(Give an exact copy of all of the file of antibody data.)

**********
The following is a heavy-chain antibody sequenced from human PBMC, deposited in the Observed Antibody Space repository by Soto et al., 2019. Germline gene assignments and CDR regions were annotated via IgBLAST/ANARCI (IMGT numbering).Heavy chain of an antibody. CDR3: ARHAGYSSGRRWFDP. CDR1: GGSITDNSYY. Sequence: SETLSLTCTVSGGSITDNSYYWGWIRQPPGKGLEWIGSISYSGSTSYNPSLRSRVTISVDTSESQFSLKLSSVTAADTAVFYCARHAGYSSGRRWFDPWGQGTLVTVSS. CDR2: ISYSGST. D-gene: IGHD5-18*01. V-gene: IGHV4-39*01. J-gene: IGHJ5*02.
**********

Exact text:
The following is a heavy-chain antibody sequenced from human PBMC, deposited in the Observed Antibody Space repository by Soto et al., 2019. Germline gene assignments and CDR regions were annotated via IgBLAST/ANARCI (IMGT numbering).Heavy chain of an antibody. CDR3: ARHAGYSSGRRWFDP. CDR1: GGSITDNSYY. Sequence: SETLSLTCTVSGGSITDNSYYWGWIRQPPGKGLEWIGSISYSGSTSYNPSLRSRVTISVDTSESQFSLKLSSVTAADTAVFYCARHAGYSSGRRWFDPWGQGTLVTVSS. CDR2: ISYSGST. D-gene: IGHD5-18*01. V-gene: IGHV4-39*01. J-gene: IGHJ5*02.